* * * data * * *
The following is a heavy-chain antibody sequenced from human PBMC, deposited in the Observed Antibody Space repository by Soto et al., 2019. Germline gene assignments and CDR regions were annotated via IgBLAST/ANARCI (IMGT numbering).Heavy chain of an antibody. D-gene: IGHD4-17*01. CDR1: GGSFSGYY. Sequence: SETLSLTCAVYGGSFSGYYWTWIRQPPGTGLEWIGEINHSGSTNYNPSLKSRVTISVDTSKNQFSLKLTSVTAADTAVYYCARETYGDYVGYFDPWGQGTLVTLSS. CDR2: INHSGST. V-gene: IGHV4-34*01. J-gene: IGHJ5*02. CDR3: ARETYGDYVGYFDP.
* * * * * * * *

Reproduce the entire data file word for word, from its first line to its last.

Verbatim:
The following is a heavy-chain antibody sequenced from human PBMC, deposited in the Observed Antibody Space repository by Soto et al., 2019. Germline gene assignments and CDR regions were annotated via IgBLAST/ANARCI (IMGT numbering).Heavy chain of an antibody. D-gene: IGHD4-17*01. CDR1: GGSFSGYY. Sequence: SETLSLTCAVYGGSFSGYYWTWIRQPPGTGLEWIGEINHSGSTNYNPSLKSRVTISVDTSKNQFSLKLTSVTAADTAVYYCARETYGDYVGYFDPWGQGTLVTLSS. CDR2: INHSGST. V-gene: IGHV4-34*01. J-gene: IGHJ5*02. CDR3: ARETYGDYVGYFDP.